In February 2006, the Tavistock Institute was commissioned by the then Office of Science and Technology (now the Department for Business, Innovation and Skills, BIS), in association with the Economic and Social Research Council (ESRC), to design, pilot and then further refine an evaluation framework for use in evaluating Science and Society initiatives.
ContextScience in society initiatives encompass a wide variety of programmes and projects that work to integrate science and society, from large-scale awareness raising campaigns (such as ‘Science Week’), to targeted interventions focused on specific accessibility issues such as gender balance and low representation of black and minority ethnic communities in science professions.They reflect a number of policy agendas and actions – such as the ‘Science and Innovation Investment Framework – Next Steps 2004-2014’ and the ‘Science, Technology, Engineering and Mathematics (STEM) Report’ – which in turn highlight a number of issues.These include concerns about the UK lagging behind in global research and technology (RTD) investment; a decline in the numbers of students studying Science Technology Engineering and Maths (STEM) subjects; a perception that the UK needs to improve its science, technology and engineering skills base; and the recognition that science can play a major role in contributing to improved quality of life and in promoting social inclusion.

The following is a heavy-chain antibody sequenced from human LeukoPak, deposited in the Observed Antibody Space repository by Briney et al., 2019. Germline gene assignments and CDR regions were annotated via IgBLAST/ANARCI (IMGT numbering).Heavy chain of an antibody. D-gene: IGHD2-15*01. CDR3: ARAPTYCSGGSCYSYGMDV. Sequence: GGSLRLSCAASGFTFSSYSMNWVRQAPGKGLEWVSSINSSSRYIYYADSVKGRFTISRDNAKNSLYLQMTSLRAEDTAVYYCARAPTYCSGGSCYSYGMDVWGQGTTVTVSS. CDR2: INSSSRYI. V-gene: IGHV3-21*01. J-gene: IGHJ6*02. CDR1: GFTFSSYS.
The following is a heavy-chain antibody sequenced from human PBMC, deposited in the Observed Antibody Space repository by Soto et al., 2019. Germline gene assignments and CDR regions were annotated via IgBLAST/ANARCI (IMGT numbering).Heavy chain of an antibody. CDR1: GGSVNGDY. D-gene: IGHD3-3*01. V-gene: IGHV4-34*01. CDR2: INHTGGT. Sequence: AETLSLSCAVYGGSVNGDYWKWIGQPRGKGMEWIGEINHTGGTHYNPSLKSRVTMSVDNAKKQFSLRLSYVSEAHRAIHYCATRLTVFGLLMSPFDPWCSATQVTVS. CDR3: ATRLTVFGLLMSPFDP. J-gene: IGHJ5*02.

ObjectivesAgainst this background, the aim of this project was to produce an evaluation framework for evaluating ‘science in society’ initiatives. Developing a framework was timely because:
- Although there are a large number of programmes and initiatives aimed at raising public awareness of science and supporting greater participation in STEM education and careers, there was little inter-connection and integration across these different actions.
- There has been significant investment in Science and Society programmes and initiatives.
- The evidence based on the outcomes and impacts of this investment, and on ‘what works’, is poorly developed.
- There is no systematic ‘evaluation culture’ associated with Science and Society programmes and initiatives. Evaluation practices vary in quantity and quality, and evaluation is not adequately grounded across the board in robust, rigorous concepts, models and methods.
MethodologyThe project was undertaken in three stages:
- Production of an evaluation framework for evaluating science in society initiatives;
- Piloting the framework in a real-world evaluation of a science in society initiative; and
- Revising the Framework in the light of the pilot results.